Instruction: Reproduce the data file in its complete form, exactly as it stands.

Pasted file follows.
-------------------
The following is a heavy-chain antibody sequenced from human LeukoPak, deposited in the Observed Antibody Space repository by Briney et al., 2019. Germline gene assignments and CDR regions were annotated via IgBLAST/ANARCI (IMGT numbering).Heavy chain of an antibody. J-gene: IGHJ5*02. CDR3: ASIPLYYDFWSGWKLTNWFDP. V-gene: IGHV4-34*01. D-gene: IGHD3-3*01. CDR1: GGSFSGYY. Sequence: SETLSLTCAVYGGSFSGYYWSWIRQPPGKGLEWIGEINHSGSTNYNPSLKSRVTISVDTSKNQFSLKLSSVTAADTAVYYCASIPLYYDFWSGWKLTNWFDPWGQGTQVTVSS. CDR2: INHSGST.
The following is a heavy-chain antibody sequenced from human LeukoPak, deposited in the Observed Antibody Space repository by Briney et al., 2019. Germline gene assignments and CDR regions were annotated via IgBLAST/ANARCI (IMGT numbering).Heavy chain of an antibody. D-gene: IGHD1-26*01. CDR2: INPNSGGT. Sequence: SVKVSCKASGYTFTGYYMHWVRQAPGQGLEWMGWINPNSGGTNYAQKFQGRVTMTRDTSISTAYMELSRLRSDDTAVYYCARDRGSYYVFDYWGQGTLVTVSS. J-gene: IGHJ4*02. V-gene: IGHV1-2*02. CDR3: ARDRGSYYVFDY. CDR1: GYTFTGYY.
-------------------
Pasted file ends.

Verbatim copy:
The following is a heavy-chain antibody sequenced from human LeukoPak, deposited in the Observed Antibody Space repository by Briney et al., 2019. Germline gene assignments and CDR regions were annotated via IgBLAST/ANARCI (IMGT numbering).Heavy chain of an antibody. J-gene: IGHJ5*02. CDR3: ASIPLYYDFWSGWKLTNWFDP. V-gene: IGHV4-34*01. D-gene: IGHD3-3*01. CDR1: GGSFSGYY. Sequence: SETLSLTCAVYGGSFSGYYWSWIRQPPGKGLEWIGEINHSGSTNYNPSLKSRVTISVDTSKNQFSLKLSSVTAADTAVYYCASIPLYYDFWSGWKLTNWFDPWGQGTQVTVSS. CDR2: INHSGST.
The following is a heavy-chain antibody sequenced from human LeukoPak, deposited in the Observed Antibody Space repository by Briney et al., 2019. Germline gene assignments and CDR regions were annotated via IgBLAST/ANARCI (IMGT numbering).Heavy chain of an antibody. D-gene: IGHD1-26*01. CDR2: INPNSGGT. Sequence: SVKVSCKASGYTFTGYYMHWVRQAPGQGLEWMGWINPNSGGTNYAQKFQGRVTMTRDTSISTAYMELSRLRSDDTAVYYCARDRGSYYVFDYWGQGTLVTVSS. J-gene: IGHJ4*02. V-gene: IGHV1-2*02. CDR3: ARDRGSYYVFDY. CDR1: GYTFTGYY.